This may be the worst recession since the 1930s, but that doesn’t preclude spectacular runs of bullish behavior in the capital and commodity markets. In fact, the economic context of late probably inspires strong bouts of buying.
But let’s not become complacent about supersized gains in beta. It’s been a great ride over the past several months, recalling the glory days of 2003-2007, when virtually everything was running higher and producing a bumper crop of self-proclaimed money management geniuses. But the basic fuel behind these gains of late—recognition that the world won’t end after all—is fading as primary mover of securities prices. Investors may start requiring more conventional catalysts, such as earnings and a plan for growth. Survival alone may no longer suffice as a reason to throw money at an asset class.
In any case, the recent past looks quite stellar. May was the third installment of a powerful rebound in markets around the world. Virtually everything was up last month, with emerging market stocks and commodities exhibiting particularly strong leadership.
But as the 1-year column reminds, even the three-month rally has only made a dent in the losses of late-2008. Save for bonds in the developed world, everything’s still showing a loss for the 12 months through May.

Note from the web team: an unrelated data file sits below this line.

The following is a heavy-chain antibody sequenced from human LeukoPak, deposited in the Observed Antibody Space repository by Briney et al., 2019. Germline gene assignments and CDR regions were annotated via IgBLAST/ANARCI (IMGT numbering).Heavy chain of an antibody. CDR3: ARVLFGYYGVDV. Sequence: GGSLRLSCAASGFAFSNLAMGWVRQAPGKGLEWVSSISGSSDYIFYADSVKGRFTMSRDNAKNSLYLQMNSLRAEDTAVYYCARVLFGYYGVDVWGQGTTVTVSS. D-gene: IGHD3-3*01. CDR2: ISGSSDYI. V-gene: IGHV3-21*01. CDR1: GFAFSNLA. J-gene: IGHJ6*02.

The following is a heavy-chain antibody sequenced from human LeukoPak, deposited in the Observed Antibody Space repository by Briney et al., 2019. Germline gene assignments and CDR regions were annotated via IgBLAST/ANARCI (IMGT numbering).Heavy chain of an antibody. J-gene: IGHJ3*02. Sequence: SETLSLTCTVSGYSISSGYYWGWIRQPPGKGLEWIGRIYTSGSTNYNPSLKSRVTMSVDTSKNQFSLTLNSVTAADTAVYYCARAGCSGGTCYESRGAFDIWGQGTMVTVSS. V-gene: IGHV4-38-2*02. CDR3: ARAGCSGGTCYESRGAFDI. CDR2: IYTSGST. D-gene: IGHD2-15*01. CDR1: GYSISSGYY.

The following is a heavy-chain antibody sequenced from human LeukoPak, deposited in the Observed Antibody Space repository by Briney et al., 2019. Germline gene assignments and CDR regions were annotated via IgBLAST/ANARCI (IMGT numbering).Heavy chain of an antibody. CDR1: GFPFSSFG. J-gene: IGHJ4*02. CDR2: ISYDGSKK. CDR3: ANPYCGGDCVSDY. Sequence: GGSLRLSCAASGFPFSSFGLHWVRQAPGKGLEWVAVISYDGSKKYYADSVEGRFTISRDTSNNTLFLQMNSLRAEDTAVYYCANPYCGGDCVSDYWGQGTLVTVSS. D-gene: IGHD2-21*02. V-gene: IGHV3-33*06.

As for the last three months, no one should be surprised that strong rallies have become so common. After the crushing losses that preceded the great spring rebound of 2009, it was virtually inevitable that prices would recover once it became clear that life would go on. But like all great snapbacks—and this one ranks, so far, as one of the broadest and strongest on record—the question is: What comes next?
One could argue that the ricochet higher since March has been fueled mostly by reversing the apocalypse-based pricing that seems less applicable. The global economy is no longer precariously perched on the brink of implosion and the markets have reacted accordingly. But the all-or-nothing paradigm of the recent past is giving way to a more nuanced economic perspective. It’s time for post-apocalyptic pricing. There’s just one problem: No one’s quite sure of the pricing rules yet, in large part because the rules generally for the money game ahead are still being hammered out.
The task of pricing assets based on what comes next is destined to get a lot tougher. It’s looking increasingly likely that we’ll survive, but in exactly what form remains to be seen. Putting a proper valuation on the new world order is destined to be arduous since it’s still unclear how this new world order will function. Presumably, the politicians will alert us at the proper time.
Meantime, we can bask in the glory of the past three months.